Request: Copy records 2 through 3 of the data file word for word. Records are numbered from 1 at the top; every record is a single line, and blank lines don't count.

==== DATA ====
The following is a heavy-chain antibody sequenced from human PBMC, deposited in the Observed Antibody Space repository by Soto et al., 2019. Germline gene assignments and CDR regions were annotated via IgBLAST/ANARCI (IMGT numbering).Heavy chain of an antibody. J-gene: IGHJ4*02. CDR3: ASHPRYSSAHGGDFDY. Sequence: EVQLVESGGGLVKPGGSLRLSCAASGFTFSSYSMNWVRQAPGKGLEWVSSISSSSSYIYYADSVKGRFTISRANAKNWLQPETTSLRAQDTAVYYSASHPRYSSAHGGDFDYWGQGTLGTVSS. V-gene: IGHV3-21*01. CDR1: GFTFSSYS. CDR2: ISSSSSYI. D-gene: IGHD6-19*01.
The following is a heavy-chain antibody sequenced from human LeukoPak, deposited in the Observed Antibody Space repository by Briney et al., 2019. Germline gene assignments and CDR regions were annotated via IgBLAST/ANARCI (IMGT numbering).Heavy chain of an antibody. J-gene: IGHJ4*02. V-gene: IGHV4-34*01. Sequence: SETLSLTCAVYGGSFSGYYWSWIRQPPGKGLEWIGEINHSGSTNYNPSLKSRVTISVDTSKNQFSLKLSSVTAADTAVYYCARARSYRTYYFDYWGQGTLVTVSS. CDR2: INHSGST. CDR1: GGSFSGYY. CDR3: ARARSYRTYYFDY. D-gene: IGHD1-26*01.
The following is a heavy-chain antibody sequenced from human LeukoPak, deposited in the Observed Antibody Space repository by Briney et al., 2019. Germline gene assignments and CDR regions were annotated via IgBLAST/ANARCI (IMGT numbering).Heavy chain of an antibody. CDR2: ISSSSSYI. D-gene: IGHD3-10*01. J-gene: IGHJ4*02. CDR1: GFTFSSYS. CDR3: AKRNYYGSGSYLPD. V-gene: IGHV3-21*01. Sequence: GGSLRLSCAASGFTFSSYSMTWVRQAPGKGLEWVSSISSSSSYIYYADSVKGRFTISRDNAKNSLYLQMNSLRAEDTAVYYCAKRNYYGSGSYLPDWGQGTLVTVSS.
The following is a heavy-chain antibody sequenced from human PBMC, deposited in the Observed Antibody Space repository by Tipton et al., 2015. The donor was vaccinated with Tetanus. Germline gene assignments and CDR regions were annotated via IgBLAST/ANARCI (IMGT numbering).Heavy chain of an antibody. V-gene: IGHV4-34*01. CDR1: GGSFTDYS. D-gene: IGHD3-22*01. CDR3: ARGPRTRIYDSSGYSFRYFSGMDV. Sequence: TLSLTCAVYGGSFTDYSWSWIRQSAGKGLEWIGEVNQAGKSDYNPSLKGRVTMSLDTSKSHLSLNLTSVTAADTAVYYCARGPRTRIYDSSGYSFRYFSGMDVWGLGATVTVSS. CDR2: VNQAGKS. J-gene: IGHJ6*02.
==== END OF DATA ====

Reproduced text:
The following is a heavy-chain antibody sequenced from human LeukoPak, deposited in the Observed Antibody Space repository by Briney et al., 2019. Germline gene assignments and CDR regions were annotated via IgBLAST/ANARCI (IMGT numbering).Heavy chain of an antibody. J-gene: IGHJ4*02. V-gene: IGHV4-34*01. Sequence: SETLSLTCAVYGGSFSGYYWSWIRQPPGKGLEWIGEINHSGSTNYNPSLKSRVTISVDTSKNQFSLKLSSVTAADTAVYYCARARSYRTYYFDYWGQGTLVTVSS. CDR2: INHSGST. CDR1: GGSFSGYY. CDR3: ARARSYRTYYFDY. D-gene: IGHD1-26*01.
The following is a heavy-chain antibody sequenced from human LeukoPak, deposited in the Observed Antibody Space repository by Briney et al., 2019. Germline gene assignments and CDR regions were annotated via IgBLAST/ANARCI (IMGT numbering).Heavy chain of an antibody. CDR2: ISSSSSYI. D-gene: IGHD3-10*01. J-gene: IGHJ4*02. CDR1: GFTFSSYS. CDR3: AKRNYYGSGSYLPD. V-gene: IGHV3-21*01. Sequence: GGSLRLSCAASGFTFSSYSMTWVRQAPGKGLEWVSSISSSSSYIYYADSVKGRFTISRDNAKNSLYLQMNSLRAEDTAVYYCAKRNYYGSGSYLPDWGQGTLVTVSS.